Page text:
Francetic Tax Resolution LLC - October 2019

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I’ll Miss You Until Next Spring

After spending countless hours nose-to-nose with my computer screen, there’s nothing more revitalizing than stepping out into the fresh air of the golf course. Though the game itself can be frustrating and, at times, cruel and demoralizing, whiling away a few hours of camaraderie out in nature with my older brother Mark and my good friend Mike is something I look forward to every spring. my life. Not only have I enjoyed the game on and off since I was a kid, but I also worked for a while on golf courses in California and here in Racine before earning my degree in turfgrass management. Back then, I polished my game all the time, but when I was driving a truck for a living, I took a break from the green. In the last 10 years, though, I’ve become pretty fanatical again — and I wouldn’t have it any other way. Mark, Mike, and I consider ourselves the three golf amigos, because ever since my brother moved back to Wisconsin in 2012 and I met Mike in 2013, we’ve been golfing together regularly in southeast Wisconsin and northern Illinois and traveling as a trio to farther-flung courses. One of our favorite nearby spots is Shepherd’s Crook, a course just across the Illinois border that’s a 30-minute drive from my house. We like to go there or to one of the courses in Lake Geneva every few weeks, assuming the weather cooperates. We also like to play the local courses: Ives Grove, Petrifying Springs, and Brighton Dale. We are blessed to have a plethora of golf courses in such close proximity! If you read the very first edition of my newsletter, then you already know golf plays a big role in

Now that October is here, golf season is coming to an end, but I’m happy to say I have enough good memories from this year on the green to last me until spring. My favorite of all of them would have to be the whirlwind two-day, four-course trip Mark, Mike, and I took to Island Resort & Casino in Harris, Michigan. The casino owns two golf courses, one right behind the casino and another about 15 minutes away. We left at 2 a.m. on a Thursday for the drive up to the casino so we could make our 8 a.m. tee time (the casino is on Eastern Time), play again that afternoon, and repeat the same scenario on Friday. After we played Sweetgrass — my brother and I played this course once before three years ago — behind the casino, we headed up to Marquette to play Greywalls at the Marquette Golf Club. The course is a short distance from Lake Superior, and the lake was visible in the background of several holes. It was a very challenging and sometimes disheartening course to play! The scenery within the course was awesome, with all the rock formations and the up-and-down layout of the course. We spent the night at the casino, thoroughly exhausted from the early start and 36 holes of golf. We had dinner, passed at gambling, and retired for the evening, looking forward to our 8 a.m. tee time at Sage Run — the other casino course — on Friday. This course was brand new, having been completed in the summer of 2018. It was another challenging course. If you did not hit the ball straight, all kinds of perils awaited you!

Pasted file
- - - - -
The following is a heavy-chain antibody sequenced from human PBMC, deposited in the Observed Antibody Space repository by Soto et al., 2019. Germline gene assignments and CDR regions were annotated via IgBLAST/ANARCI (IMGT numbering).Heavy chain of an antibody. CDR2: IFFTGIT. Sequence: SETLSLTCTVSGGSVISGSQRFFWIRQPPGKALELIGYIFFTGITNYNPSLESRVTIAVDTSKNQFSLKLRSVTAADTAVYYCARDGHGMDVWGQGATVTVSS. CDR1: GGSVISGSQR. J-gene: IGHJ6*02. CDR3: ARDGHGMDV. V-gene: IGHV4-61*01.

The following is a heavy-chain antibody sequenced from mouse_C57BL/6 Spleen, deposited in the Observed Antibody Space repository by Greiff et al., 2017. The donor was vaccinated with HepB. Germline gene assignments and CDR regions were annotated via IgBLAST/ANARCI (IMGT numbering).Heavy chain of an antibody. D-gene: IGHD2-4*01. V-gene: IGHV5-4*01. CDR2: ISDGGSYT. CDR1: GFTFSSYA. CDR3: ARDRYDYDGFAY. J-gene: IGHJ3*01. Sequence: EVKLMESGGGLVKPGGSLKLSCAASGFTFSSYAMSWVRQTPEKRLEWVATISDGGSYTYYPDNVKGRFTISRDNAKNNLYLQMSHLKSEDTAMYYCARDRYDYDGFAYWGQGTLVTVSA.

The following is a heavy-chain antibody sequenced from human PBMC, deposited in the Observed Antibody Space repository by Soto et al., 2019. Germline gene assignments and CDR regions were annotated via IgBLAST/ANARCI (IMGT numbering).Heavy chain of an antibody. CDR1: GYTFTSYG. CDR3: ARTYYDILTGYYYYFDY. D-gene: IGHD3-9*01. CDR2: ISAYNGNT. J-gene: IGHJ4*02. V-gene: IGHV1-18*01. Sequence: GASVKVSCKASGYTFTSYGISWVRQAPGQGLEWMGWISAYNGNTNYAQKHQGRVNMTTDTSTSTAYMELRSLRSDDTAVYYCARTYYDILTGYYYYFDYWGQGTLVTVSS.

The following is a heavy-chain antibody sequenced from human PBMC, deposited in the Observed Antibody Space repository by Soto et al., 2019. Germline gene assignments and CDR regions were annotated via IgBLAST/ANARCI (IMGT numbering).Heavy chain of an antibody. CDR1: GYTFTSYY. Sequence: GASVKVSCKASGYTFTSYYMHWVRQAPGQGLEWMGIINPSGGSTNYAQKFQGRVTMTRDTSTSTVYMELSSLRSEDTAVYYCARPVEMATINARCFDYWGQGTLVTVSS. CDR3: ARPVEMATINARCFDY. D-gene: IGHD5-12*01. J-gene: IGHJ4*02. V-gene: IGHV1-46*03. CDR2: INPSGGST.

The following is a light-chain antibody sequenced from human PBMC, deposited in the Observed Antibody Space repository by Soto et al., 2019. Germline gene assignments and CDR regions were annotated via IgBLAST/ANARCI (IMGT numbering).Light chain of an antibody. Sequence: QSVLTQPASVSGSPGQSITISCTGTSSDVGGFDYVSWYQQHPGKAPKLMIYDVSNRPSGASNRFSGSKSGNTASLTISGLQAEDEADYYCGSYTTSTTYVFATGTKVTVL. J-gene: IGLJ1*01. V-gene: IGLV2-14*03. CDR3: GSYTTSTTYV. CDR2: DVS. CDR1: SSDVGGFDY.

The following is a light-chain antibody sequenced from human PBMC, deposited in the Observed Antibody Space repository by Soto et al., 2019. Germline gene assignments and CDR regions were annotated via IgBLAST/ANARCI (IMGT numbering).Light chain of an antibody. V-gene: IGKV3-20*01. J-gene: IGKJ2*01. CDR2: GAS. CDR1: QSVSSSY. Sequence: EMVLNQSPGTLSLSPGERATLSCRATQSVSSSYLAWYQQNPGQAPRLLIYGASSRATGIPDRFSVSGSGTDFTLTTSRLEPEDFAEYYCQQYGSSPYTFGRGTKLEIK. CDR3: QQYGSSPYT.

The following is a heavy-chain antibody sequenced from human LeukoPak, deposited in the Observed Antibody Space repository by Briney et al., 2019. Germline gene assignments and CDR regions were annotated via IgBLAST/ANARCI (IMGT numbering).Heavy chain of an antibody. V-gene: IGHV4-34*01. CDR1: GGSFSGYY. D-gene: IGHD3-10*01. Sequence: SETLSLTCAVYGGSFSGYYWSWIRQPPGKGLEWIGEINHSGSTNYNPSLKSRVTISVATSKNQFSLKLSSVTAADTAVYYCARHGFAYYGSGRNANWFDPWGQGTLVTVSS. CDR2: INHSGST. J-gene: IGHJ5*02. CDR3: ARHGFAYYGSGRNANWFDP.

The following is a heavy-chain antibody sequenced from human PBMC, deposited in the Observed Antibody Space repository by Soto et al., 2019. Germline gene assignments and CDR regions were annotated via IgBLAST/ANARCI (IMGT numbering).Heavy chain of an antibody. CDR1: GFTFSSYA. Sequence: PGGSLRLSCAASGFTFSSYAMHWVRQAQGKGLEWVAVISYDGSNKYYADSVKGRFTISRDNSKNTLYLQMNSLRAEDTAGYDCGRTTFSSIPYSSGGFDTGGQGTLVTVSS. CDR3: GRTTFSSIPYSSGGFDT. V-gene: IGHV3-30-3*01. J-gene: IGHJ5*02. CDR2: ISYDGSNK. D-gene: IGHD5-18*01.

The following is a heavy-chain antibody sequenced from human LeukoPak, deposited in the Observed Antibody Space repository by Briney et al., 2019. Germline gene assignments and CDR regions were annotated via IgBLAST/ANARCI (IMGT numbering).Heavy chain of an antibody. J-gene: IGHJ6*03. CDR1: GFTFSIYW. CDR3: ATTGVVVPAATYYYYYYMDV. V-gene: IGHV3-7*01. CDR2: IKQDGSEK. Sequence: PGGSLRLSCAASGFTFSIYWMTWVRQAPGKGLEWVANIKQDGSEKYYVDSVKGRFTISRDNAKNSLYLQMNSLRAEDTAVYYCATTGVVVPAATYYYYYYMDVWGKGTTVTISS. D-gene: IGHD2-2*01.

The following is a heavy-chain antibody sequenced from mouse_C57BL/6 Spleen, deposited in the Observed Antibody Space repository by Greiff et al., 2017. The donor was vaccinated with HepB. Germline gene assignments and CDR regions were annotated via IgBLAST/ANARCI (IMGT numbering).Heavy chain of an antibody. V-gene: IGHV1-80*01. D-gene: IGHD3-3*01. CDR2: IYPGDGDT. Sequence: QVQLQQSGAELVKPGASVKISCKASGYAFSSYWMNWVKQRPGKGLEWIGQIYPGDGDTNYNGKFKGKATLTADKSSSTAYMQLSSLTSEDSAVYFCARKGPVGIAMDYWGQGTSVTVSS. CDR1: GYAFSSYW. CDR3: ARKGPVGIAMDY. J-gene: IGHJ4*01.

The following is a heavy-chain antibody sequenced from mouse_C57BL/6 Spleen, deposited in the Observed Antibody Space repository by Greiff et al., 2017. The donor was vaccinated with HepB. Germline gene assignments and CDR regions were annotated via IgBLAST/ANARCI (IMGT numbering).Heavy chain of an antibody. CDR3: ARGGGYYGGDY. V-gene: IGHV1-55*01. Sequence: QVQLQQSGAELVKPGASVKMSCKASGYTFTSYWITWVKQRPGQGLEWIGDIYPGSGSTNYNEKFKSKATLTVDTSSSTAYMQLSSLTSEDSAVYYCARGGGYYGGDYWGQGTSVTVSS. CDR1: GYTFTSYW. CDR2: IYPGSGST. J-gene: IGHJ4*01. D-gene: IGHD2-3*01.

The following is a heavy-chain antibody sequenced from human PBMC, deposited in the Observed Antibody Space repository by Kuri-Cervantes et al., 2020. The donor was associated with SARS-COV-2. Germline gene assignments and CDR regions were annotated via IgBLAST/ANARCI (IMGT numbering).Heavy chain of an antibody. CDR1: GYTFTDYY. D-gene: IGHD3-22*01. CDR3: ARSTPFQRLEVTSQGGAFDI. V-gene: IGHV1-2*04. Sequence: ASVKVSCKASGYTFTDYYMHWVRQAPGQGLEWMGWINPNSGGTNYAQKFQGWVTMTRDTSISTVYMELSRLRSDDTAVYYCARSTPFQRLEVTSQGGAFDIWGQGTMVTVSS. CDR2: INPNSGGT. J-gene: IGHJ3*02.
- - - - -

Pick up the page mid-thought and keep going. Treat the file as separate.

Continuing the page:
The course still has a lot of growing pains to go through and rough edges to smooth out to get it up to the stature of the other three courses. Timberstone in Iron Mountain was our final leg of the journey in the afternoon after surviving the beatdown at Sage Run! This course was carved right out of a hilly forest, so you can imagine shot placement was at a premium here, as well! There were many picturesque holes throughout the course, which you do not often see at golf courses here in southeast Wisconsin because of the flat terrain. The course was extremely crowded, so it took us about 5 1/2 hours to play, which is unacceptable by our normal playing- time standards. If we are the first group off in the morning, we have no problem finishing 18 holes in 2.5 hours. If you, too, are mourning the end of golf season, don’t hesitate to let me know next time you call with a tax problem — we can swap war stories to pass the time until spring! Paul Francetic